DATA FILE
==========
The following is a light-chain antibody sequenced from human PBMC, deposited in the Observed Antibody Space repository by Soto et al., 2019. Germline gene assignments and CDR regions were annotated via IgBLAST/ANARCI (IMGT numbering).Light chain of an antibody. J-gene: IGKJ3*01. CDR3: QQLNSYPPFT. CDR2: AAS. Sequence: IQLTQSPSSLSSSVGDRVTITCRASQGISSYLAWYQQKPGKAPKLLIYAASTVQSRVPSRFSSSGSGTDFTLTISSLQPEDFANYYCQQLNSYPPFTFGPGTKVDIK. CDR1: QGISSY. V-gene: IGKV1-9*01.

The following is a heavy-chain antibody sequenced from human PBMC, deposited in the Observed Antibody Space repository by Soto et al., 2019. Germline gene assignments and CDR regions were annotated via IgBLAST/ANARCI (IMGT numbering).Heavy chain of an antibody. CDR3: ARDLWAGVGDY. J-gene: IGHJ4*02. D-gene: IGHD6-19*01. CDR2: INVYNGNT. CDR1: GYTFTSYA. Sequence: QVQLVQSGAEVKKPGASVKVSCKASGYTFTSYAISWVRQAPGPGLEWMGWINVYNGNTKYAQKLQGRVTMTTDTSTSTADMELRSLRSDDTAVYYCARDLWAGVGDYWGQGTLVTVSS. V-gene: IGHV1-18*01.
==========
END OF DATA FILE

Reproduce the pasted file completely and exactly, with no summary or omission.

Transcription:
The following is a light-chain antibody sequenced from human PBMC, deposited in the Observed Antibody Space repository by Soto et al., 2019. Germline gene assignments and CDR regions were annotated via IgBLAST/ANARCI (IMGT numbering).Light chain of an antibody. J-gene: IGKJ3*01. CDR3: QQLNSYPPFT. CDR2: AAS. Sequence: IQLTQSPSSLSSSVGDRVTITCRASQGISSYLAWYQQKPGKAPKLLIYAASTVQSRVPSRFSSSGSGTDFTLTISSLQPEDFANYYCQQLNSYPPFTFGPGTKVDIK. CDR1: QGISSY. V-gene: IGKV1-9*01.

The following is a heavy-chain antibody sequenced from human PBMC, deposited in the Observed Antibody Space repository by Soto et al., 2019. Germline gene assignments and CDR regions were annotated via IgBLAST/ANARCI (IMGT numbering).Heavy chain of an antibody. CDR3: ARDLWAGVGDY. J-gene: IGHJ4*02. D-gene: IGHD6-19*01. CDR2: INVYNGNT. CDR1: GYTFTSYA. Sequence: QVQLVQSGAEVKKPGASVKVSCKASGYTFTSYAISWVRQAPGPGLEWMGWINVYNGNTKYAQKLQGRVTMTTDTSTSTADMELRSLRSDDTAVYYCARDLWAGVGDYWGQGTLVTVSS. V-gene: IGHV1-18*01.